At some time in their lives, everyone begins as a beginner. You might as well start today! This week's question comes from a man who was previously pretty active, a former military member, but hasn't done anything in roughly five years other than the occasional weight lifting session at his gym. The question is, "How can I get back into working out after a five-year sabbatical without killing myself?"
However, the same response may be used to this extremely typical query from teens who want to serve: "I am interested in serving in the military, but I am overweight, out of shape, and need to learn how to train." Where do I begin?
In cases like this, I propose that you start slowly and approach yourself as if you were a novice. That is, begin with walking or bicycling and then go running if necessary. Then, using calisthenics and weights, establish a foundation of strength and muscular stamina.
People frequently begin Day One with a 3-4 mile run because "that's what they used to do." This mindset is also evident in the weight room, where people are lifting large weights than they should initially.
Depending on your goals and your chosen method of exercise.
Push Ups – Starting at zero is where most people start, so don’t let the lack of a pushup stress you out. You need to focus on two things. Core strength (planks, lower back, abs) and of course upper body strength – specifically the three major muscle groups of the pushup: pectoralis major and minor, deltoids, triceps.
First let's mimic the exercise you want to do then burn out all the auxiliary muscles.
Repeat 10 Times:
Jumping Jacks – 10 (Full Body movements, working full body, lungs)
Knee Push Ups – 5-10 (Use knee version which is about 50% less body weight than regular pushups) Work your chest, shoulders, and triceps.
Always start each set testing if you can do a regular pushup, then resort to knee push ups.
Lightweight Shoulders – Works rotator cuff muscles to build stronger shoulder stability when in the pushup position.Repeat 3 times:
Bench Press – 10-15 reps (Light weight, more reps if you desire, working chest, shoulders, and triceps.)
Rest with plank pose for 1 minute (Works core: abs, lower back to keep back straight during pushup movement.)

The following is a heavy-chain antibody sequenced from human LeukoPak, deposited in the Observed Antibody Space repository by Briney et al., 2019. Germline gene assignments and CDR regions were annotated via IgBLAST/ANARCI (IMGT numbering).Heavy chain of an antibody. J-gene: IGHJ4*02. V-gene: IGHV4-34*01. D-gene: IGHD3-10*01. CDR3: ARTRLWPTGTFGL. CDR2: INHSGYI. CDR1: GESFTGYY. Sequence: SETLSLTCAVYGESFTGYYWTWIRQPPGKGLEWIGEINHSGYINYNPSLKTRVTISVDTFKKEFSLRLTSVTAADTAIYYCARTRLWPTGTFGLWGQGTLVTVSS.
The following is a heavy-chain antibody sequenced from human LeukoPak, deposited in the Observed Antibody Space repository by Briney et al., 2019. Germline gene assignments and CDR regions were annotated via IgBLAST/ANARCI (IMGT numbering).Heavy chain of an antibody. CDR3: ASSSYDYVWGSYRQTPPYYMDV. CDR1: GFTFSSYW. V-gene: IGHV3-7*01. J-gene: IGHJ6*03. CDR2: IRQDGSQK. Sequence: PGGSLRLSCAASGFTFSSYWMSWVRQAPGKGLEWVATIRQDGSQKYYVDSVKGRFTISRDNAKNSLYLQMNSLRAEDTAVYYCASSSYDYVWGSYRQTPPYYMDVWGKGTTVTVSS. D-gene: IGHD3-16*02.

DB Military press – 10-15 reps (Light weight, working shoulders and triceps.)
Rest with reverse pushups – 20-30 (No weight: Works upper back and rear deltoids.)
Bench Dips – 15-20 (No weight: Works shoulder, triceps.)
Rest with crunches or ab workout of choice (40-50 reps or 1 minute.)
You can also use the TRX chest press for bench press. Use dumbbells for military press (heavier than lightweight shoulders though – 10-15lbs).
Lightweight Shoulders – Works rotator cuff muscles to build stronger shoulder stability when in the pushup position.
Do this upper body push workout three days a week (every other day) and see how your pushing skills improve. Do not forget your other workouts that include the pulling muscles, legs, and cardio during the week as well. This is just a supplement workout until you master your first 5-10 pushups.
Treat Yourself Like A Beginner (at least for a few weeks)
Week 1: Add ONLY stretching to your fitness routine. Walking and biking is fine too, but do not run or lift weights during Week 1 IF you are a beginner. Stretching should be done twice daily for about 10-15 minutes each session. Warm up your body and joints with a fast walk, jumping jacks, and jump rope for about 2-3 minutes. Once warm and just about to break a sweat, start stretching your arms, legs, lower back and abdominal region.
Just Add Water -- This week of hydrating will help you prepare for a week of additional caloric burning and keep you cooler during your first exercise day in Week 2. For every 100 lbs of body weight drink a half gallon of water a day. I weigh 200 lbs roughly and I drink at least a gallon a day. This helps curb hunger, but also helps the body burn fat more efficiently. In fact, it takes two things to burn fat as your energy source: WATER + OXYGEN = FAT BURNING. The oxygen comes from either the aerobic exercise of walking or running or anaerobic exercise of calisthenics and weight lifting.
Week 2: If running is your ultimate goal, try a safe running program for a free Beginner Running Plan.
This is a safe way to build up from not running in a while. In fact, it may even be wiser to run a few minutes and walk a few minutes until you get accustomed to the demands on your heart, lungs, and legs. Do not forget to stretch after each run as well.
If you choose weightlifting, I would recommend using Week 2 as a calisthenics base week. Do push ups, crunches, lower back exercises, or try some pull ups or assisted pull ups. You can add lightweight dumbbells of bicep curls, triceps extensions, and military press with repetitions up to 10-15 times. For your legs, do not do weight squats or half squats if your knees are previously injured. This easy-paced week will help alleviate the pain of working joints and large muscle groups for the first time in several years.